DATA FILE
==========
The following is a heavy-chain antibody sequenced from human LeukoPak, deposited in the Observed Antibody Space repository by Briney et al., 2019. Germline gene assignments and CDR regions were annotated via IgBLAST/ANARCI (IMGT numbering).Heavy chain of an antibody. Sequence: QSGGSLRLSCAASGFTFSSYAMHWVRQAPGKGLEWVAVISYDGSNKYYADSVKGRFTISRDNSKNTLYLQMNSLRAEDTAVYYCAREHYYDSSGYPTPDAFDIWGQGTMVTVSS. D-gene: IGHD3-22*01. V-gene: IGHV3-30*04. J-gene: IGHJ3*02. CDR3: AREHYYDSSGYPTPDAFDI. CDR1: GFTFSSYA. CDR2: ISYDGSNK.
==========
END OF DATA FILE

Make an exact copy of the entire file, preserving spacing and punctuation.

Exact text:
The following is a heavy-chain antibody sequenced from human LeukoPak, deposited in the Observed Antibody Space repository by Briney et al., 2019. Germline gene assignments and CDR regions were annotated via IgBLAST/ANARCI (IMGT numbering).Heavy chain of an antibody. Sequence: QSGGSLRLSCAASGFTFSSYAMHWVRQAPGKGLEWVAVISYDGSNKYYADSVKGRFTISRDNSKNTLYLQMNSLRAEDTAVYYCAREHYYDSSGYPTPDAFDIWGQGTMVTVSS. D-gene: IGHD3-22*01. V-gene: IGHV3-30*04. J-gene: IGHJ3*02. CDR3: AREHYYDSSGYPTPDAFDI. CDR1: GFTFSSYA. CDR2: ISYDGSNK.